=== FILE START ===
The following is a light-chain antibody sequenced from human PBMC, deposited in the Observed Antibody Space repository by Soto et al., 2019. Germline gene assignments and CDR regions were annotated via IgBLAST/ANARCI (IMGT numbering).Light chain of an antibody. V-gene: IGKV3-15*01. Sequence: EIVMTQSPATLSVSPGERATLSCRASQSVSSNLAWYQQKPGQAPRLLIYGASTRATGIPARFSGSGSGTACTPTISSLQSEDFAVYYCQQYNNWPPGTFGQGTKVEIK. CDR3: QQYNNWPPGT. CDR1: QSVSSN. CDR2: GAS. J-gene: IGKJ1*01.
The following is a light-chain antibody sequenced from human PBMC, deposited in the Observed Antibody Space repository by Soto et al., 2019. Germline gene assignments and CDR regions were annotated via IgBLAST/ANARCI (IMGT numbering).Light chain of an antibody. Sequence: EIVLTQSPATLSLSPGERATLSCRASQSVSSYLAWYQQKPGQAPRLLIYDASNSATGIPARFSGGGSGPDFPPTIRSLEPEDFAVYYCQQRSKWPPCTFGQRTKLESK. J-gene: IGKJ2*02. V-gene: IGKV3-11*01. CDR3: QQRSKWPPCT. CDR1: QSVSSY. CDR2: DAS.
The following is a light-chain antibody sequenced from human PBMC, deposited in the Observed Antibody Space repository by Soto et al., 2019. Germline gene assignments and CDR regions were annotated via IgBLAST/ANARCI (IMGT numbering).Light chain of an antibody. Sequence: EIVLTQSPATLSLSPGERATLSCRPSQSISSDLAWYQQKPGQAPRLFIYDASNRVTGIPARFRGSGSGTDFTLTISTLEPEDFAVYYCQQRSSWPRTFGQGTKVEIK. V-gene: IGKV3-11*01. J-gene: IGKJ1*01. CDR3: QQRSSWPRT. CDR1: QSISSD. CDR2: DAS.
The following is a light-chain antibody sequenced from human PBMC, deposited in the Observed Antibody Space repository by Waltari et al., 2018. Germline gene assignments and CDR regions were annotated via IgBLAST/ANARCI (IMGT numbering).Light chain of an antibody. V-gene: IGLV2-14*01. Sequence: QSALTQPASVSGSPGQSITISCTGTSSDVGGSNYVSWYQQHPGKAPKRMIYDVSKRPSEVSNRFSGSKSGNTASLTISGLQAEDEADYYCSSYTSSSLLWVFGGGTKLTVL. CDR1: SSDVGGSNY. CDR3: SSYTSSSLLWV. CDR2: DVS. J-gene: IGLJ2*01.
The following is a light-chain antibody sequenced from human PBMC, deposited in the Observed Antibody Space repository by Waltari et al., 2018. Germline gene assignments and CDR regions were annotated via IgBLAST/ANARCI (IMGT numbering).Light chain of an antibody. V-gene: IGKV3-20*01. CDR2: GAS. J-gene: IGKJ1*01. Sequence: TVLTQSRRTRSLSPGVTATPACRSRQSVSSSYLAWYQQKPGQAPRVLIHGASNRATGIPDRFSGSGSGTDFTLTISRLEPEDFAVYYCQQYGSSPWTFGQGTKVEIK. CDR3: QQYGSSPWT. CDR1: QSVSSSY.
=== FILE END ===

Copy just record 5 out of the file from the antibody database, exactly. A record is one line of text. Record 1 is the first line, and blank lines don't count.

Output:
The following is a light-chain antibody sequenced from human PBMC, deposited in the Observed Antibody Space repository by Waltari et al., 2018. Germline gene assignments and CDR regions were annotated via IgBLAST/ANARCI (IMGT numbering).Light chain of an antibody. V-gene: IGKV3-20*01. CDR2: GAS. J-gene: IGKJ1*01. Sequence: TVLTQSRRTRSLSPGVTATPACRSRQSVSSSYLAWYQQKPGQAPRVLIHGASNRATGIPDRFSGSGSGTDFTLTISRLEPEDFAVYYCQQYGSSPWTFGQGTKVEIK. CDR3: QQYGSSPWT. CDR1: QSVSSSY.